The regional terrain has taken on a freshly fortified appearance along a coastal strip where hulking concrete bunkers built by occupying Germans during World War II still dot the shoreline. French police have erected cascading rows of glittering, steel-gauge fencing topped with barbed wire in a bid to slow the nightly onslaught on the Eurotunnel. Convoys of police reinforcements, many brought in from elsewhere in France and toting semiautomatic weapons, guard strategic choke points. The acrid stench of tear gas lingers in the air.
The French government is making converted shipping containers available for housing, providing clean accommodation, heat and shelter from the elements. But most here appear to have rejected them, many fearful that they will have to be fingerprinted to obtain the housing and then be forced to remain in France — thus dashing any chance, however remote, to get to England.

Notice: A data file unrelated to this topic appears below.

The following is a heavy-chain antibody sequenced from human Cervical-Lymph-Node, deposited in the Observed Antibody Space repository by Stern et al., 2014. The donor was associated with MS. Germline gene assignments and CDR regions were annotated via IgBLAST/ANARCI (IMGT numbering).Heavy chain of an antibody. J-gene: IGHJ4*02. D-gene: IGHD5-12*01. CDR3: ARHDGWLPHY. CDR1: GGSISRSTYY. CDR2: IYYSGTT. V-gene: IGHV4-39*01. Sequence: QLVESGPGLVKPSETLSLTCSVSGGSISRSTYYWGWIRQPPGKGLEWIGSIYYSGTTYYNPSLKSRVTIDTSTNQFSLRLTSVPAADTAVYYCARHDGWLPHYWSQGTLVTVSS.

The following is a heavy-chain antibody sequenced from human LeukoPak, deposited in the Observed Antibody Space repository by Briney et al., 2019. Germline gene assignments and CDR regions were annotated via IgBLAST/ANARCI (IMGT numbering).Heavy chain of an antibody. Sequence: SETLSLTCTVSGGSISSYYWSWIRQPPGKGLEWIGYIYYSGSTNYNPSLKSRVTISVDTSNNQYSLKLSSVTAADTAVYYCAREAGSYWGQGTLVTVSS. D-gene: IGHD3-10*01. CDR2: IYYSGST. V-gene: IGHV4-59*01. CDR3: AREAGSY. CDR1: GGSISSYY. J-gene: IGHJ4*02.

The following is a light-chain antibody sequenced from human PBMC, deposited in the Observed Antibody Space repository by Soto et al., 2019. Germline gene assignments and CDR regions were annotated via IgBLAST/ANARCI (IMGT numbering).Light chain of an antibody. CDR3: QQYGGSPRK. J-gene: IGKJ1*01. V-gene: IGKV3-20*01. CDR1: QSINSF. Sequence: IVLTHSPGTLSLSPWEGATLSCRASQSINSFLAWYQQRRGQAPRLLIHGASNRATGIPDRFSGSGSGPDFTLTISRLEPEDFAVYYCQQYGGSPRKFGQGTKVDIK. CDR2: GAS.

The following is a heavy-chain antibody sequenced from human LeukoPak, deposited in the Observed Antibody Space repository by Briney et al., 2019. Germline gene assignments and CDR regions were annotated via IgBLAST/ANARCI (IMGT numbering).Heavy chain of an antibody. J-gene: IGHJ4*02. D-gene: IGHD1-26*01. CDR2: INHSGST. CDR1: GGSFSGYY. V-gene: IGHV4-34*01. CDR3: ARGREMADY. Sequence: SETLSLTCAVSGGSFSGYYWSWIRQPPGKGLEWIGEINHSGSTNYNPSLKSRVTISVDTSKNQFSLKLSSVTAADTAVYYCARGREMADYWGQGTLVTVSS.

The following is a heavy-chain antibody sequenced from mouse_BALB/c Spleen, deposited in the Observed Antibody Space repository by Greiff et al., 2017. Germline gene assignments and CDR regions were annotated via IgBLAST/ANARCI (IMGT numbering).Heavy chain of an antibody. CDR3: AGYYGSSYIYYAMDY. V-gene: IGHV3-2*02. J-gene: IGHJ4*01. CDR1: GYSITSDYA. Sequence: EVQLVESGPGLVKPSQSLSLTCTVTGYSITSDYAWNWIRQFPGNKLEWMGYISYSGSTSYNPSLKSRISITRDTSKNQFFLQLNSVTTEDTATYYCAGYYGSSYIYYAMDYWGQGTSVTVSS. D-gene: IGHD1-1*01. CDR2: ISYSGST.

Instead, many of the Jungle residents recently displaced wind up moving to other camps like the one at Grande-Synthe, where conditions are far worse.
"I just wish I had never left England to begin with," says Bahman Jundi, 40, an Iraqi Kurd of mountainous dimensions who was found playing dominoes with others inside a circus-style big-top tent at Grande-Synthe.
A half-dozen of the striped tents, donated by a British charity, soar from one end of the camp like fairy castles rising above the dystopian panorama.
Jundi, a former auto mechanic in Birmingham, is one of the few who has been to England. He shares with his Kurdish kin word of the myriad opportunities, stoking dreams of ample jobs and social welfare benefits across the channel.
Jundi left England seven years ago to rejoin his wife and three children in Iraq, hopeful that the U.S.-led toppling of former President Saddam Hussein would lead to stability and a robust economy. But it didn't work out that way.
Now, he's trying to get back to England, though he lacks legal papers.
"I thought life without Saddam would be better in Kurdistan," Jundi said as he rose from the domino table and maneuvered his way onto a plywood boardwalk atop the sludge, his great bulk balancing precariously on the creaking planks. "I was wrong. I wish I had stayed in England in the first place. Now we are all trapped here in this mess."
Special correspondent Nabih Bulos in Grande-Synthe, France, contributed to this report.